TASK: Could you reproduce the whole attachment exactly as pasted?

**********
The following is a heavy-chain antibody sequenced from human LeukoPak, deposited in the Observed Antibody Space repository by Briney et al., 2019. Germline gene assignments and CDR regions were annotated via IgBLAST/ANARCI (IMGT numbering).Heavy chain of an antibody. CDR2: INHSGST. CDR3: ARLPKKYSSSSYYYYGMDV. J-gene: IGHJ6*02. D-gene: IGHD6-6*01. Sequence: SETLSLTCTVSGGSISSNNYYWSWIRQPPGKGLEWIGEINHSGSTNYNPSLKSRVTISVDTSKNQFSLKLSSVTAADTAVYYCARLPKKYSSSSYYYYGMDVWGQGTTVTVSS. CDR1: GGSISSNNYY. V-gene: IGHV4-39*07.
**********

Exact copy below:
The following is a heavy-chain antibody sequenced from human LeukoPak, deposited in the Observed Antibody Space repository by Briney et al., 2019. Germline gene assignments and CDR regions were annotated via IgBLAST/ANARCI (IMGT numbering).Heavy chain of an antibody. CDR2: INHSGST. CDR3: ARLPKKYSSSSYYYYGMDV. J-gene: IGHJ6*02. D-gene: IGHD6-6*01. Sequence: SETLSLTCTVSGGSISSNNYYWSWIRQPPGKGLEWIGEINHSGSTNYNPSLKSRVTISVDTSKNQFSLKLSSVTAADTAVYYCARLPKKYSSSSYYYYGMDVWGQGTTVTVSS. CDR1: GGSISSNNYY. V-gene: IGHV4-39*07.